As an example of how you proceed to solve the puzzle, consider what follows. If you look at the snapshot of the whole puzzle, you will notice that cage 11+ in F2 only admits 7+4 as a solution, although it is not yet clear in which order. This means that no other cell of column 2 can possibly be solved with either a 4 or a 7. Therefore, H2 must contain a 1. In the action menu shown above, you could safely touch the green 1 and get closer to the solution.

Now, if you touch "Get hint", the message below the toolbar changes to the following:


In order to provide hints, I have implemented in the application the following five different solving strategies:

  1. If only one cell of a row or column contains a candidate, that candidate must solve its cell. This is the strategy of the hint shown in the snapshot.
  2. If two pairs with the same candidates are aligned, those candidates can be removed from the rest of the line. This is equivalent to the naked-pair strategy of Sudoku.
  3. Fake the solving of a cell with one of its candidates and check whether this results in at least one of the cells of the same row or column to remain without candidates. This identifies all cases in which a combination of cells in a cage makes impossible for those candidates to solve one or more cells of the shared row or column. In its simplest form, it is the strategy that lets you solve H2 with 1 in the example.
  4. If in a pair of lines a candidate appears in two exclusive pairs aligned along the same two cross lines, even when the two partners are different, the candidate cannot appear in any other cell of the two cross lines (I know: it isn't easy...) This is the strategy usually called X-wing in Sudoku.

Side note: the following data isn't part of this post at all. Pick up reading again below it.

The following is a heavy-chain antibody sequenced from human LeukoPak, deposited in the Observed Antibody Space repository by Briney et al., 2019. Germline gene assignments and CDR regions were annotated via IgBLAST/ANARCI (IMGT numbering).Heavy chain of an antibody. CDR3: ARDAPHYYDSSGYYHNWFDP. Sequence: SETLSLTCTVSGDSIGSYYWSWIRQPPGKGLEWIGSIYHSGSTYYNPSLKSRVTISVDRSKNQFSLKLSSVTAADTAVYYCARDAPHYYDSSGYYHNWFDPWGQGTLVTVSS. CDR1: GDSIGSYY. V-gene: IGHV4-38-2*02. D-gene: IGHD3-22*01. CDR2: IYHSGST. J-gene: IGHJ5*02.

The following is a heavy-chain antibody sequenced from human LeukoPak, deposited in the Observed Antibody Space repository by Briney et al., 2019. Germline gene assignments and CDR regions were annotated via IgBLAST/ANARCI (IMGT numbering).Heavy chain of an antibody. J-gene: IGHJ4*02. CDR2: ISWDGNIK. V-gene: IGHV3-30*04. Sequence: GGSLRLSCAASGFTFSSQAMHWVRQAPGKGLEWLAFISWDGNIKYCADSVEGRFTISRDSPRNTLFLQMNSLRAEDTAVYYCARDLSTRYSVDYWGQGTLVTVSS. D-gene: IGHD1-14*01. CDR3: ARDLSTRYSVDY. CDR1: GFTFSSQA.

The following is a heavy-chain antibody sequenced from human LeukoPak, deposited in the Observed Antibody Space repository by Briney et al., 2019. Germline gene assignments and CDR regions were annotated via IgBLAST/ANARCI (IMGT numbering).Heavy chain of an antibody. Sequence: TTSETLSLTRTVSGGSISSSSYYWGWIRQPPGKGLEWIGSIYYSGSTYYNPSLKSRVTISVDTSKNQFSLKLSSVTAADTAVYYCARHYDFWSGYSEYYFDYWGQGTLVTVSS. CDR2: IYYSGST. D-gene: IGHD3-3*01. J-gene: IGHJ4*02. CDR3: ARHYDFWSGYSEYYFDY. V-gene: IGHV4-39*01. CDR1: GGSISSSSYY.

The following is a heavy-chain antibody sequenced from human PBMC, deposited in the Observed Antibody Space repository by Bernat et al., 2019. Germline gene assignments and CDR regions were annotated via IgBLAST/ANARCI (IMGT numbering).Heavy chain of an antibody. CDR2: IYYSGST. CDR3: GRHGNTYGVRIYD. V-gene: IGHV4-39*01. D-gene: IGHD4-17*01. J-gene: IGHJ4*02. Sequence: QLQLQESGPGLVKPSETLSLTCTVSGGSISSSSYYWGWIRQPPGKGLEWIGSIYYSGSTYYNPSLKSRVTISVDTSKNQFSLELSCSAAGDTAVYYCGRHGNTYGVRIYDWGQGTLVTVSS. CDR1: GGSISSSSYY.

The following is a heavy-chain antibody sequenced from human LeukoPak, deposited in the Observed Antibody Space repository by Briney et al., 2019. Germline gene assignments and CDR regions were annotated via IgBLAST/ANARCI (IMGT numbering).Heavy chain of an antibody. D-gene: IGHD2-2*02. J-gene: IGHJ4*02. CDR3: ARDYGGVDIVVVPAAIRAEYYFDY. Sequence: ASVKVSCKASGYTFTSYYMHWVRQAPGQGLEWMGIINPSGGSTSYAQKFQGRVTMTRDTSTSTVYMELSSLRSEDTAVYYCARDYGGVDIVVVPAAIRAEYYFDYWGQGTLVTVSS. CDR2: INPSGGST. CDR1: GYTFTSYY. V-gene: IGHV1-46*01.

5. If two pairs of cells in the same line have mutually exclusive pairs of solutions, those solutions cannot appear anywhere else in the same line. For example, one pair might admit only 61 and 43 (e.g., for a 7+ cage), while the other pair might admit only 73 and 62 (e.g., for a 4- cage). This would mean that 6 and 3 cannot appear in any other cell of the same line.

You can solve the first ninety-five puzzles of the one hundred provided by repeatedly touching "Get hint" and "Go ahead and do it!" For the remaining five puzzles, you need to use more complex strategies, which I didn't implement in the application. But I explain how to solve those in pages linked to the "About" button.

To complete the description of the application, I only need to tell you what happens when you touch the button "Puzzles". Here it is:

puzzles button

The wheel on the left-hand side of the pop-up menu lets you select the puzzle you want to play. In the snapshot, it is positioned on puzzle 001.

The little window in the middle of the menu provides information on the puzzle. The most important item in there is "Level: 2 (3)". It means that in a scale of difficulty between 1 and 5, puzzle 001 was graded at level 2. The 3 between parentheses means that 001, on a scale of increasing difficulty, is in third position among all puzzles included in the application. As the version of the application I am using for this description only contains eight puzzles, this means that there are two easier and five more difficult puzzles.

The segmented control at the top of the menu selects the status of the puzzles you want to choose from. As you solve more and more puzzles, or perhaps start two puzzles and move between them, it will be useful to be able to see in the wheel only untried or started puzzles. The remaining control lets you select in which order you prefer to have the puzzles displayed in the wheel. The default is "Name", but you might like to touch "Difficulty" and see them ordered from the easiest to the most difficult (the number between parentheses in the description), so that you can start from the easiest one and progress to more difficult puzzles as you get more confident.

Now, all you need to do is go to the iTune shop, search for CalcuDoku, and, for a dollar, start seriously exercising your brain!